It is almost 11 when I finally get moving. Today’s route is simple: Just follow the B2 road. Just behind Elsholz road works force all cars on a detour. For almost six kilometers I am alone with the forest to the left and the right.
I buy a piece of cake for lunch at a supermarket bakery in Treuenbrietzen. Had I known that there was such a beautiful old town only a few hundret meters on, I would have held back. On the other hand I had such a hard time getting back on my feet after lunch that I do not dare to stop again so soon.
In Schmoergelsdorf I am finally so tired that I start looking for a bed for the night. The woman I find in her large garden, next to her large house refuses. Ï understand. But you can’t stay here. Because of the dog. And I don’t think anyone else in the village will let you stay. So you better move on.¨ She puts so much sincerety in her words that I fear she will call every other house in the villgae once I leave. Just to make sure no one lets me in.
I move on to the next village. And really I am more lucky here: an elderly couple in the old rectory lets me in. Even though they do not seem to have a lot they take very good care of me that night and the next morning.

2014-04-01 – Show on large map.

Day 4, to Lutherstadt-Wittenberg
The Wilhelms send me off with good wishes and a packed lunch.
My feet are screaming: ¨No!¨ But I have to go on. Early on in the day I make a decision not to take any chances with my stay in Wittenberg and find a hostel. Hopefully it won’T be too expensive.
I can feel the blisters on the outsides of my heels grow by the minute. Those few kilometers into town seem to take forever and a day. Even worse, when I enter Sachsen-Anhalt the foot/bike path beside the main road no longer exists. So I walk on the road, always ready to jump into the grass when a truck doesn’t slow down or at least make an effort to got around me.
In a suburb of Wittenberrg I find a bus stop that is more like a little house with four walls and a wide door. For one second it occurs to me that I could just stay here.
Instead I move on. And that’s a good decision: The brand new, pretty official youth hostel readily points me to a cheaper alternative in the old town. I have the whole house to myself. The ¨Herberge im Gloecknerstift¨ is neither pretty nor new. The internet is not free. But a bed is only 15 Euro a night. The house is clean and has a fully equipped kitchen with free coffee.
I trod to the next supermarket to buy ramen noodles and bananas for dinner tonight and breakfast tomorrow. At the drugstore I get extra large blister patches.

2014-04-02 10:10 – Show large map.

Day 5, in Lutherstadt-Wittenberg
Today I am taking it slow. The shower is not exactly hot. But the coffee and ramen noodles for breakfast are. While I eat I sort through my photos, upload some to Flickr and write a blog post. Afterwards I do some laundry. The sun is shining. So I hang my clothes to dry in the large hostel garden. By nighttime they will be dry.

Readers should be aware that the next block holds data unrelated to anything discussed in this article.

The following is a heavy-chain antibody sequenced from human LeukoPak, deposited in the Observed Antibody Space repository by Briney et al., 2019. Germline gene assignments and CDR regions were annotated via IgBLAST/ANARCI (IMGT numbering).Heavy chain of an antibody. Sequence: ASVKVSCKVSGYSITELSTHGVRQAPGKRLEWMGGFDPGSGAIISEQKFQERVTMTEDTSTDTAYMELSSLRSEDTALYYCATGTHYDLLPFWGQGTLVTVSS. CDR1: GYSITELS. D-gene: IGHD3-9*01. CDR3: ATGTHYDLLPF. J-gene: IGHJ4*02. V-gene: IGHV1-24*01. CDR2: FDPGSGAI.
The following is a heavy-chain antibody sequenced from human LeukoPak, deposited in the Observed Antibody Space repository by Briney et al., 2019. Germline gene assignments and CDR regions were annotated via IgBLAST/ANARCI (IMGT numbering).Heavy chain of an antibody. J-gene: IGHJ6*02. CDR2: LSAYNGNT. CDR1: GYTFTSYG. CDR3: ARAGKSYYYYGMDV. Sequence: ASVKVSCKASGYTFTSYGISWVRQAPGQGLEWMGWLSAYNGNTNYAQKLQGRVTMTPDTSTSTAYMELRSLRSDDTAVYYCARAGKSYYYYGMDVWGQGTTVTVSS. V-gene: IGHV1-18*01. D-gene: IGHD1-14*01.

It is already afternoon when I set out to discover Wittenberg, the city where Martin Luther pinned his theses to the church door. Luckily all the interesting sights are within a 600 by 1200 meter area – the old town. Walking today will be kept to a minimum.
Only two and half years until the beginning of Luther Year. Between Reformation Days 2016 and 2017 500 years of refomation will be celebrated. That unfortunately means for me that I only see parts of the churches and the Luther house. The buildings are almost completely hidden by scaffolding.
Still I get a good feeling of the place. In the Cranachhöfe (the house where Cranach the father and the Younger once lived) I treat myself to a cappuccino and apricot cake. The waitress looks surprised when I add 40 cent tip to my 3,60 Euro check for the two cheapest items on the menu.
I head back to the supermarket to get 89 cent baguettes for dinner.

2014-04-03 14:05 Fleischerstraße 17 – Show large map.

Day 6, to Ferropolis, nope, Jüdenberg
I had planned to leave early today. But the plan is being foiled by my unemployment agency. The Berlin branch claims I had not reported my move from Berlin to Oranienburg in time and threatens to ask for some of my benefits back. So I call the Oranienburg branch. They do not see what all the fuss is about and instead congratulate me that I am off benefit from April. But I will still have to write a report. I will do that once I get to Halle.
Somewhat calmer I try to focus on the task ahead: cover the humongeous blisters on my feet and motivate myself to move on.
This thought has been running through my head since I got up in the morning: ¨Give up! You are not cut out for this. You will never make it. What are you trying to prove? And to who?¨
However, I am prepared for this situation.
Even before the trip I knew: The first week will be the toughest. If I can make it through the first three it is highly likely I will complete the treck in its entirety.
But I am not anywhere near that point, yet. It has only been six days and I want no more.
I somehow manage to motivate myself to hit the road. I had found a trail map at the info center. So at least instead of the main road B2 – as suggested by Google Maps – I follow the bike paths ¨R1¨ and ¨Coal Steam Light¨ and Luther’s footsteps on the ¨Luther path¨. I get to see more forest. In contrast to Brandeburg the pine forests around here are dotted with the occasional beech grove and birches.